The scene was the national Experience Sharing and Learning Workshop on Adolescent Health, held in March this year; the round-tables were filled with the who’s who among program officials, researchers, clinical experts, donors and activists that work on adolescent health in India. Yet during one particular session, a disagreement broke out, which divided the room almost along age lines: Was adolescent health programming ignoring adolescent voices, or were adolescents (and their representatives) not seeing the big picture?
The session resolved itself as sessions often do — with a coffee break — but the sense of a gap lingered. As India gears up for a high-powered push on adolescent health, both through the Health Ministry’s new Rashtriya Kishor Swasthya Karyakram (RKSK) programme as well as an adolescent focus introduced into other programs (for instance, the National Urban Health Mission),a building of bridges between old and new seems called for.
One such area is family planning. India’s family planning program began in 1951 and is one of the world’s largest, having shown remarkable success in bringing down fertility rates from their high of around 5.9 live births per woman in 1950 to 2.35 in 2015, and specifically reducing fertility by a thirdamong young women (ages 15–24) since 1992. Yet the recent National Family Health Survey Data (2015–16) is ringing alarm bells for those working in this area: the use of modern contraceptives seems to have plateaued or declined in several states. While fertility has continued (slowly) to decline, the factors for this include both positive ones, like rising age of marriage, and better access to contraceptives, but also the increasing use of abortion and emergency contraceptives, which is worrisome. Moreover, as planning experts point out, with the youth bulge in the country’s population (43% of India is under the age of 25) poor uptake of family planning among today’s adolescents could undo the achievements so far. More importantly, access to family planning allows adolescents and young women to exercise agency and look after their own health. For instance, we know that early pregnancy is strongly linked to poor maternal and infant outcomes, and 8% of all girls between 15 and 19 years old were already pregnant or mothers in 2015.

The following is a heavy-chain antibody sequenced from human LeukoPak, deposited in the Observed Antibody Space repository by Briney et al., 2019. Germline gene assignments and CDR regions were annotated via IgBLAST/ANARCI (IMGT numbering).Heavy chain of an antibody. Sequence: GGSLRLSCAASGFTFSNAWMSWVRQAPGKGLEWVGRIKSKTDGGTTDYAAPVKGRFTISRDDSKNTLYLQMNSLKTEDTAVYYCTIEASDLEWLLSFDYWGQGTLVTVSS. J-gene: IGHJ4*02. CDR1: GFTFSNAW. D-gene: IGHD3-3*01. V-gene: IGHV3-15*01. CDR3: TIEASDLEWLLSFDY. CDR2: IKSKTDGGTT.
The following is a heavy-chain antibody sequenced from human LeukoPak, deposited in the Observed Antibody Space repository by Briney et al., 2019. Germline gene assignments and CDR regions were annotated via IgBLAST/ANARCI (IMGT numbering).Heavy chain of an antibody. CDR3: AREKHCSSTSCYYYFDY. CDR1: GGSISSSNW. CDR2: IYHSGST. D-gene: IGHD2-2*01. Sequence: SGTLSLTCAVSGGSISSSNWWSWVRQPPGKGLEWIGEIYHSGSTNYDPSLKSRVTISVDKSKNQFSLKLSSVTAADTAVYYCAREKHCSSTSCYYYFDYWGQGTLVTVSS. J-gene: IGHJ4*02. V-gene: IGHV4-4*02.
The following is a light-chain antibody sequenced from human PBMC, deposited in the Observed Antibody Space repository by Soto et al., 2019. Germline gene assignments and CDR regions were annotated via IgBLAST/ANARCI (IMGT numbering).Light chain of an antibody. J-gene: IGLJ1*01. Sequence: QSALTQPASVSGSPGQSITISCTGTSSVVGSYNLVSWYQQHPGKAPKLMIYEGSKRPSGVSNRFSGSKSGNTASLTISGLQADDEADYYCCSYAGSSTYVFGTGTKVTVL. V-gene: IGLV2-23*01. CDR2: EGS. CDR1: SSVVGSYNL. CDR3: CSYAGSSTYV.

So where is the gap between adolescents and use of contraception? The conventional understanding is that physical access to family planning methods and information is lacking. Family planning has traditionally addressed married women, and particularly those who want to use limiting methods to end their fertility. With the program’s current focus on spacing methods, (which delay the next pregnancy) supported by better supplies and information, the target audience of the program has come to include younger women, including unmarried ones. Over and above a general resistance to discussing the need for contraception and safe sex, communities and the health workers embedded in them have not been comfortable with this shift. Many of the NGOs at the conference I attended agreed that buy-in from communities was crucial, and so RKSK counsellors and peer educators carefully mixed in this content with information about nutrition, hygiene, and other less objectionable topics in their sessions to get parental consent for attendance.